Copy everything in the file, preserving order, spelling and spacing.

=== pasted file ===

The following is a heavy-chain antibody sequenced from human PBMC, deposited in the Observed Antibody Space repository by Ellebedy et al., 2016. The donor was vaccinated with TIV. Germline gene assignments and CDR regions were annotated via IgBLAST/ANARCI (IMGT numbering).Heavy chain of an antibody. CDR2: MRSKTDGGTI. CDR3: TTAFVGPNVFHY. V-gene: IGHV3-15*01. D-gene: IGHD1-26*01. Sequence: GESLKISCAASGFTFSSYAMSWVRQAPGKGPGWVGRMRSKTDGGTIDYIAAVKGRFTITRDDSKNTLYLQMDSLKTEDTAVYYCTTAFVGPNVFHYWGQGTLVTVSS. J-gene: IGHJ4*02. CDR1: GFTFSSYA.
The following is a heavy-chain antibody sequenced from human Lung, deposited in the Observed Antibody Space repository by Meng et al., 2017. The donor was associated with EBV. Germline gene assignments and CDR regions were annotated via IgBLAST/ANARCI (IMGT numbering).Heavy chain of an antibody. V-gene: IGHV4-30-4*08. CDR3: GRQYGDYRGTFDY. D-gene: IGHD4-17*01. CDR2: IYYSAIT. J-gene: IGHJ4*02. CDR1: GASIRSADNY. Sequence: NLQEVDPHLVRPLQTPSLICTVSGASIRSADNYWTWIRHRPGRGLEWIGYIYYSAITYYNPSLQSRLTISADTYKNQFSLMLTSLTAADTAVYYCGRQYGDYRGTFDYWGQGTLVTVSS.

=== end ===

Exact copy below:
The following is a heavy-chain antibody sequenced from human PBMC, deposited in the Observed Antibody Space repository by Ellebedy et al., 2016. The donor was vaccinated with TIV. Germline gene assignments and CDR regions were annotated via IgBLAST/ANARCI (IMGT numbering).Heavy chain of an antibody. CDR2: MRSKTDGGTI. CDR3: TTAFVGPNVFHY. V-gene: IGHV3-15*01. D-gene: IGHD1-26*01. Sequence: GESLKISCAASGFTFSSYAMSWVRQAPGKGPGWVGRMRSKTDGGTIDYIAAVKGRFTITRDDSKNTLYLQMDSLKTEDTAVYYCTTAFVGPNVFHYWGQGTLVTVSS. J-gene: IGHJ4*02. CDR1: GFTFSSYA.
The following is a heavy-chain antibody sequenced from human Lung, deposited in the Observed Antibody Space repository by Meng et al., 2017. The donor was associated with EBV. Germline gene assignments and CDR regions were annotated via IgBLAST/ANARCI (IMGT numbering).Heavy chain of an antibody. V-gene: IGHV4-30-4*08. CDR3: GRQYGDYRGTFDY. D-gene: IGHD4-17*01. CDR2: IYYSAIT. J-gene: IGHJ4*02. CDR1: GASIRSADNY. Sequence: NLQEVDPHLVRPLQTPSLICTVSGASIRSADNYWTWIRHRPGRGLEWIGYIYYSAITYYNPSLQSRLTISADTYKNQFSLMLTSLTAADTAVYYCGRQYGDYRGTFDYWGQGTLVTVSS.